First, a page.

Ray Carter | February 16, 2022

Former Oklahoma House Speaker Shannon endorses school choice

Ray Carter

Both Gov. Kevin Stitt and Senate President Pro Tempore Greg Treat have endorsed significant expansion of school-choice opportunity in Oklahoma with Treat filing the most expansive school-choice bill in the nation.

Now a former leader of the Oklahoma House of Representatives is joining them, publicly voicing his support for empowering parents.

During a recent public appearance, former House Speaker T.W. Shannon noted that school voucher programs have demonstrated “effectiveness in fixing the public schools.”

“I think that is the answer to fixing the government-run schools,” Shannon said.

He made those comments during a school-choice discussion hosted by the Oklahoma Conservative Political Action Committee that featured Shannon and Kevin McGary, a California resident who founded Every Black Life Matters.

Attendees at the event were provided information on, and encouraged to contact their legislators in support of, Senate Bill 1647, by Treat. That legislation would create the Oklahoma Empowerment Account (OEA) Program. Under the program, any student eligible to enroll in a public school would be eligible for an OEA, which could be used to pay for a range of education services, including private-school tuition. Money deposited into the account would come from the per-pupil allotment of state funding already dedicated for education of a child.

A Republican who was elected to lead the Oklahoma House of Representatives in 2013, Shannon is a nationally prominent black conservative and member of the Chickasaw Nation who opposes Critical Race Theory and similar worldviews that parents say have been increasingly inserted into public-school curricula. Shannon said the growth of political ideology in the classroom is not an accident.

“The Democrats have a strategy, and that strategy—a big part of that—are these government-run schools,” Shannon said. “They have totally infiltrated and taken over the role of government schools, taken over the responsibility of educating our kids from the parents, from the churches, and placed it solely in the arms of government schools.”

Shannon said public schools once served the common good and “used to be a really shining area for freedom, where every boy and girl was to be educated—a novel idea that was started by the churches.”

Shannon and McGary indicated public schools can serve that role again—and that school choice is a major way to achieve that goal.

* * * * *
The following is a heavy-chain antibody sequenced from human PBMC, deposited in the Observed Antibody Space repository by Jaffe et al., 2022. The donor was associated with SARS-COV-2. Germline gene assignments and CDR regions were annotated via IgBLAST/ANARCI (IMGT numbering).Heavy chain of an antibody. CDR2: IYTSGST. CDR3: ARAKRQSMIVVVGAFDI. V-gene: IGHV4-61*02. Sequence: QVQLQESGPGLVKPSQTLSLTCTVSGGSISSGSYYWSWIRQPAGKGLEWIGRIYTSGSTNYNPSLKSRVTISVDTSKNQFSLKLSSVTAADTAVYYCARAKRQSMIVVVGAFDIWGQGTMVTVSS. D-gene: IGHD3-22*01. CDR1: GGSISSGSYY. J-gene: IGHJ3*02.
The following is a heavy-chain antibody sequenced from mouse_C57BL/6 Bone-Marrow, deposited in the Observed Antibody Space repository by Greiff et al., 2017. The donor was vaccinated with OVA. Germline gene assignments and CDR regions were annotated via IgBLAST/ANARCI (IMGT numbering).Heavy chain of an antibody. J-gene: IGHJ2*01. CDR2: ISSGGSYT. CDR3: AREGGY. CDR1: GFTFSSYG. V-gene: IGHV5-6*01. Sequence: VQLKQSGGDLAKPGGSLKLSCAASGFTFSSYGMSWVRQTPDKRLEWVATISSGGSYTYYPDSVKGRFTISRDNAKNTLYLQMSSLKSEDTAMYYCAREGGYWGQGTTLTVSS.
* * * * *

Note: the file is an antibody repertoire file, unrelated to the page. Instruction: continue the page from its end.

“How do we begin to move the needle on the issue of government schools that just aren’t doing the job?” Shannon asked.

“You really have to make sure that these bills pass,” McGary responded, referring to SB 1647 and similar measures.

He said school choice creates incentives to improve where few exist today.

“A lot of us are raised differently, and we have different learning styles and learning skills. It’s unfair for us to say, ‘Look, there’s a cookie-cutter way to do it and it’s all going to be public schools,” McGary said. “The more competition we create with these ultimate platforms—homeschool networks, learning pods, charter schools and parochial schools and Christian schools and all of that—the greater the opportunity then for public schools to eventually improve their standardized education and methodologies. If there is no incentive, because there’s no competition, then there won’t be any improvement. That’s just the way it works. The more competition you can infuse into your system, the better off the children are going to be, now and into the future.”

Ray Carter Director, Center for Independent Journalism

Ray Carter

Director, Center for Independent Journalism

Ray Carter is the director of OCPA’s Center for Independent Journalism. He has two decades of experience in journalism and communications. He previously served as senior Capitol reporter for The Journal Record, media director for the Oklahoma House of Representatives, and chief editorial writer at The Oklahoman. As a reporter for The Journal Record, Carter received 12 Carl Rogan Awards in four years—including awards for investigative reporting, general news reporting, feature writing, spot news reporting, business reporting, and sports reporting. While at The Oklahoman, he was the recipient of several awards, including first place in the editorial writing category of the Associated Press/Oklahoma News Executives Carl Rogan Memorial News Excellence Competition for an editorial on the history of racism in the Oklahoma legislature.

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